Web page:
Getting Organized at Work
Once you’ve developed your treatment strategy, you’ll likely want to focus on getting back to business. Unfortunately, cancer and its treatment can’t be relegated to after-hours, thus some overlap will require you to make the transition from work to treatment as seamless as possible. The same organizational skills you’ve honed on the job are the key to making this process run smoothly. Here are some steps to help guide the way.
Setting Up Your Files
Whoever predicted a paperless society never had cancer. The paperwork can be mind-boggling — filing insurance claims, preparing taxes, not to mention keeping track of your own thoughts. It’s all easier if you have solid organizational systems in place — at home and at work.
In addition to keeping a permanent set of files at home, it’s a good idea to have another portable set that you can carry between work and appointments. Designate a tote bag that is large enough to hold x-rays and anything else you might need, such as:
- A notebook, to jot your impressions, notes, questions for the doctor, etc.
- Smartphone, tablet or digital recorder
- Post-It Flags to highlight important pages
- Pens, pencils & highlighters
- Books, newspapers, magazines — or portable work projects — for the waiting room
- Blank checks, credit cards, debit cards or any other payment methods you’ll need
- Calendar or date book
In addition, use one large file folder (vinyl ones are especially durable) to hold your vital paperwork. Keep it in your tote and bring it to every doctor’s appointment. Keep your original insurance card in the business card slot and stock the folder with:
- Several copies of your insurance card (front and back). You can also keep digital copies of your insurance card by scanning them onto your phone or tablet, keping them on a thumb drive or taking a photo on your smartphone so you always have it on hand.
- Insurance claim forms
- Identification: driver’s license, passport or birth certificate
- Copies of your written medical reports
- Your medical history (It’s helpful to have a summary; give to doctors or use as a guide when filling out pre-examination forms.) This information can also be organized digitally on your smartphone, tablet, laptop or a thumbdrive so that it is easily accessible and up-to-date.
- Checklists of questions
- Information on your company’s policies: insurance, disability, vacation — anything pertinent to your situation.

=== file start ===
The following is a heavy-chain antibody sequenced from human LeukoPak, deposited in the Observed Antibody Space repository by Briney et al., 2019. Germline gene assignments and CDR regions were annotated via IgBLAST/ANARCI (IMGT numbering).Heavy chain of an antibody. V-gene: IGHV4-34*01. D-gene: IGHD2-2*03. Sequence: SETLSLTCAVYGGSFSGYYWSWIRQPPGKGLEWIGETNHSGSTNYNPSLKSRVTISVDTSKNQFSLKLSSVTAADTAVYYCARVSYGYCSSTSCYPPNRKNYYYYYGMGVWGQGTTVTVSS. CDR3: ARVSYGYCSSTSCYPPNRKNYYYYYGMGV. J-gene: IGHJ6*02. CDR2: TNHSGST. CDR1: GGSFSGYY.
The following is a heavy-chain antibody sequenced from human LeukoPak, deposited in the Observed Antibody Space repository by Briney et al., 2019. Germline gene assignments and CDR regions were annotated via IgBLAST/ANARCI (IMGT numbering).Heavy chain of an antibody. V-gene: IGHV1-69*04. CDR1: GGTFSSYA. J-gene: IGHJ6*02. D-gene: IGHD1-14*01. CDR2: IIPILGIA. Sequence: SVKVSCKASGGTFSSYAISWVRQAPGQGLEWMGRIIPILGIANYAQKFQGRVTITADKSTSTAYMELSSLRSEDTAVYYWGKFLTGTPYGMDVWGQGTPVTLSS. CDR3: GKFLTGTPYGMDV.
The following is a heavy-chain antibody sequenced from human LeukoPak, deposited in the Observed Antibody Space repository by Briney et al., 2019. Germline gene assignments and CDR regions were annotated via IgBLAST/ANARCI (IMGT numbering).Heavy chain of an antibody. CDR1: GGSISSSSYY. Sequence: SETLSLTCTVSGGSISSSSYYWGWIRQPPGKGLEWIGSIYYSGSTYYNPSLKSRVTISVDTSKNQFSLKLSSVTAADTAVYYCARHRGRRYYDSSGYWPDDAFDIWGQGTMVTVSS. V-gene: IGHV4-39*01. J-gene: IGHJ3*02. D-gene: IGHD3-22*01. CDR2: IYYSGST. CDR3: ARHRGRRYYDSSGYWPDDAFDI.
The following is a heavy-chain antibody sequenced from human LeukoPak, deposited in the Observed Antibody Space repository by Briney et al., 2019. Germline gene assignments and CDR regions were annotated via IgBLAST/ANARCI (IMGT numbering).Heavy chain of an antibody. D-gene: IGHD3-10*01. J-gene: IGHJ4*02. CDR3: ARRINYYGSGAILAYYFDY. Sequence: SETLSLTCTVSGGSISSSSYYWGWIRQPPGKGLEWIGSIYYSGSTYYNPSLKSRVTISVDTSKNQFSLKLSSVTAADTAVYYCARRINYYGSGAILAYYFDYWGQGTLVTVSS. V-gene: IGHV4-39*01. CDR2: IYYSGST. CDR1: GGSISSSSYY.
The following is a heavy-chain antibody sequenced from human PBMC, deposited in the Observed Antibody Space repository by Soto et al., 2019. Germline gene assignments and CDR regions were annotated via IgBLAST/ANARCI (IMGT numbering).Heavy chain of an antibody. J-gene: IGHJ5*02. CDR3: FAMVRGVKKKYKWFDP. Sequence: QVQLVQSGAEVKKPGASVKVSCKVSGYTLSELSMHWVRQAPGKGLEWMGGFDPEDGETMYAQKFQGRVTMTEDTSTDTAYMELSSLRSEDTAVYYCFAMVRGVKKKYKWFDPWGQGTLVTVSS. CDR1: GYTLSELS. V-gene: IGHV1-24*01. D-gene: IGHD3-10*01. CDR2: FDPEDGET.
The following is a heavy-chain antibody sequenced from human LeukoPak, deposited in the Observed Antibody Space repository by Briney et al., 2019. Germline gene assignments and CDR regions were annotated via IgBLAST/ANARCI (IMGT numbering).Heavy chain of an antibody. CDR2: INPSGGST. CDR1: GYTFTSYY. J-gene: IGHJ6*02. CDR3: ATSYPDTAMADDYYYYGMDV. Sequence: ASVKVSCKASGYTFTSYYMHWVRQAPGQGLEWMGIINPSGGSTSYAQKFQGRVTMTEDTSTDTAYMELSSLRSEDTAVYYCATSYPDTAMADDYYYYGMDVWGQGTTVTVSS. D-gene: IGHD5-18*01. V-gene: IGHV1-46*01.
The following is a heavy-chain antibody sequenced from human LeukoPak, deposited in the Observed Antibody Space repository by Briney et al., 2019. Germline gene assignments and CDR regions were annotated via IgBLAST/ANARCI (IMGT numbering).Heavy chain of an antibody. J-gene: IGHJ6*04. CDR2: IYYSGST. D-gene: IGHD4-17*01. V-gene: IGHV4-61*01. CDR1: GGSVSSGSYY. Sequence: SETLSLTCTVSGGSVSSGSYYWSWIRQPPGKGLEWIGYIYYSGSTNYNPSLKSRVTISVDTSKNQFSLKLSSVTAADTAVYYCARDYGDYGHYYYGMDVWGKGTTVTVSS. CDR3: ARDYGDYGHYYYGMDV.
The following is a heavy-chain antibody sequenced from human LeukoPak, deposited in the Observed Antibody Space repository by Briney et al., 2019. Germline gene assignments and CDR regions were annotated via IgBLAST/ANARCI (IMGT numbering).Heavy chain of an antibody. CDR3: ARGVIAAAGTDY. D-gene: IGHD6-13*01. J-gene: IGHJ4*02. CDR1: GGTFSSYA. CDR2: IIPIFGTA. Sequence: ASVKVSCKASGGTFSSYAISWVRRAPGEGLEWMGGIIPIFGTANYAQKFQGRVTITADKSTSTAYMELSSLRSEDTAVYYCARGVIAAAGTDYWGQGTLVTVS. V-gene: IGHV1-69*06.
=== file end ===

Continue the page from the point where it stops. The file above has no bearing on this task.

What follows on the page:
- Medical reports — organized by doctor or specialty
- Health insurance — create separate folders for:
- blank forms
- copies of forms submitted but not yet paid
- reimbursement statements
- a log to monitor insurance claims (click here for an easy-to-use example)
- Research — create separate folders for topics such as surgery, chemotherapy, radiation, hormone therapy, nutrition & diet, exercise & physical therapy, psychology, spiritual
- Disability and life insurance policies
- In the course of researching your diagnosis, you may consult with several doctors from different specialties. Keeping a doctors’ notebook can help you remember who said what. This can be a small loose-leaf binder with pre-printed pages (use our template or create your own) or a spiral notebook, with each doctor listed on a separate page. Keep a card file as well, to save business cards for every doctor you meet with.
Electronic & Online Organizing
While lugging around some paperwork is inevitable, you may be able to minimize clutter by keeping electronic files handy on your laptop or smartphone. The more streamlined your access to information, the more effortlessly you can shift between work and appointments.
Many of today’s ultra-portable laptops are light enough that adding them to your tote bag isn’t a burden. Scanning hard copies of documents — insurance policies, written medical reports, medical history, etc. — and keeping an electronic version on your laptop may make crucial information easier to organize and to access on the fly.
Your smartphone or tablet can be another great resource for keeping your info with you at work and on the go. They can be used to keep notes or recordings, do research or hold entertainment, such as books or music, for the waiting room. Many allow you to store files (PDFs, Word documents) such as those suggested above, and some offer specific applications geared at cancer patients, those with chronic illness or anyone wishing to organize their medical records. Here are a few apps that can help make your handheld device one of your most powerful organizational tools:
- Cancer Terms Pro — this database of thousands of treatment, prevention, diagnosis and oncological terms can help you, your coworkers and your employer understand all the complicated language involved. ($1.99)
- My Medical — a mobile database for your medical history and information, including lab results, medications, immunizations, contact info for all healthcare providers and insurance. ($4.99)
- iHealth log — aimed at those with chronic disease, this app tracks appointments, medication, doses, test results & lab values. Also has a diary for jotting down notes and questions. ($4.99)
Remember, the idea is to keep all your info handy so that you have everything you need ready for doctor’s appointments — and you can spend your time at work focused on work, not scrambling to find paperwork pre-appointment.